Both competitors were tested only in one configuration with one default fan in the entire rotation speed range using 200 RPM increments.
For a starter, here is the Swiftech Polaris 120 working at 800 RPM on a non-overclocked six-core CPU:
As you can see, it is very easy for the Swiftech Polaris 120 (and the EVGA Superclock, too) to cool a six-core CPU at the latter’s default clock rate and voltage even when the cooler's fan speed is set at the minimum. The temperature of the hottest CPU core is no higher than 60°C under load. It is clear that the new coolers are meant for more serious tasks, so let’s check out how they cope with an overclocked CPU. You can see the results in this table as well as in the diagram below.
The results are grouped according to the noise level: low (800-1000 RPM), medium (1200-1400 RPM) and high (from 1400 RPM up). Let’s see what we have in each group.
Unfortunately, in the low-noise group the Swiftech Polaris 120 is not very effective and is inferior to the direct-touch Alpenföhn Nordwand by more than 5°C at 800 RPM and by 7°C at 1000 RPM under peak CPU load. The Zalman CNPS10X Performa easily beats every other cooler in this test whereas the EVGA Superclock didn't even make it into this group due to the peculiar behavior of its fan I described above.
The two new coolers aren’t impressive in the medium-noise group, either. They are inferior to the Alpenföhn Nordwand. At a speed of 1200 RPM the Polaris 120 is 7°C and the Superclock is 6°C worse than the Nordwand. The gap is 6°C at 1400 RPM. You can also note that the new direct-touch coolers depend heavily on the speed of the fan. Within a range of 800 to 1800 RPM each subsequent 200RPM increase in speed lowers the peak temperature of the hottest CPU core by 4, 5, 4, 3 and 3°C for a total of 18°C! Considering that the fins in the new coolers’ heatsinks are placed at a distance of 2 millimeters from each other, I suppose that the heatsinks are just too small.
As for the high-noise results, the new coolers are both better than the Alpenföhn Nordwand with its low-speed default fan and also close to the leader Zalman CNPS10X Performa. The extra 500RPM of speed increase their noise substantially, though, as I will show you shortly. Take note that the EVGA Superclock is somewhat more efficient than the Swiftech Polaris 120 in the high-speed group, even though this can hardly make any practical difference.
Winding up the performance tests, I will show you the results of my overclocking the six-core CPU with each cooler.
Swiftech Polaris 120 (EVGA Superclock),
Zalman CNPS10X Performa,
Working at the maximum fan speed, the Swiftech Polaris 120 and the EVGA Superclock made the CPU stable at 4450 MHz and 1.45 volts. The CPU temperature was as high as 85°. The Alpenföhn Nordwand is somewhat worse, stopping at 4425 MHz, 1.44375 volts and 88°C. The Zalman CNPS10X Performa has the same result as the Polaris 120 and Superclock. That’s good, yet not as good as I had expected from the new coolers.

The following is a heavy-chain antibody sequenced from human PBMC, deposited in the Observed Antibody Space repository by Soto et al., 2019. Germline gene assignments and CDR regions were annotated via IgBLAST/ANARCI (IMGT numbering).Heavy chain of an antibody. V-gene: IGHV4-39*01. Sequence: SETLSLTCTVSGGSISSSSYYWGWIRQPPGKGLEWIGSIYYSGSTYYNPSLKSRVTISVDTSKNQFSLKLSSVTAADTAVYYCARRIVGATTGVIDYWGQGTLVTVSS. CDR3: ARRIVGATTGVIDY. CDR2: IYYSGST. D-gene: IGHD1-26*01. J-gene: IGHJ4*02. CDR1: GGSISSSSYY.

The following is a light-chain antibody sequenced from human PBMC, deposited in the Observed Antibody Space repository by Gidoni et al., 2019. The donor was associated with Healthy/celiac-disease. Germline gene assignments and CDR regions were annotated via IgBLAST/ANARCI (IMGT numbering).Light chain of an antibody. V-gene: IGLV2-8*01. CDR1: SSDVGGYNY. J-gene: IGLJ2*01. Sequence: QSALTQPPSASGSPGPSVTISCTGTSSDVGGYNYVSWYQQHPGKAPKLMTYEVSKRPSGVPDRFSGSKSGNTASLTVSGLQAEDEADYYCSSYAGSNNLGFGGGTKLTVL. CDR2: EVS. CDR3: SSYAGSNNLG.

The amount of noise produced by the coolers was measured throughout the speed range of their fans according to the method explained above. You can see the results in the following diagram with table:
As you can see, the coolers included into this test session do not differ much in terms of noisiness. The Alpenföhn Nordwand is the quietest of the four, its fan working smoothly throughout the entire speed range. The EVGA Superclock is quieter than the Swiftech Polaris 120 but changes its fan speed rather abruptly whereas the Polaris 120’s fan behaves in a steadier manner.
It’s hard to tell what exactly prevented the Swiftech Polaris 120 and the EVGA Superclock from doing better in my tests because their heatsinks represent a very thought-through design with cleverly positioned heat pipes, optimized air flow, and the best-ever implementation of the direct-touch technology. The number of heat pipes (8 millimeters in diameter, by the way) seems sufficient, too. So, I can only see one downside about the new coolers. Their heatsinks have a small overall effective area, which makes the coolers dependent on the speed of the fan. With the fan working at full speed, they delivered high performance, beating the best product from the previous generation of direct-touch coolers.
The type of the heat pipes may be another issue. Zalman and Thermalright have been working on that and Zalman’s recent products deliver unexpectedly high performance (for their design) whereas Thermalright is in fact the leading maker of air-based CPU coolers. I guess the original manufacturer of heatsinks for Swiftech, EVGA and other brands should do something about the heat pipes, too. Until that, we'll be getting good, but not exceptional, coolers like the two new ones discussed today.
Having a somewhat lower recommended price, EVGA Superclock seems preferable to Polaris 120, as it is also quieter and prettier, but its fan is capricious in PWM mode and not stable at low speeds. The choice is yours as always, though.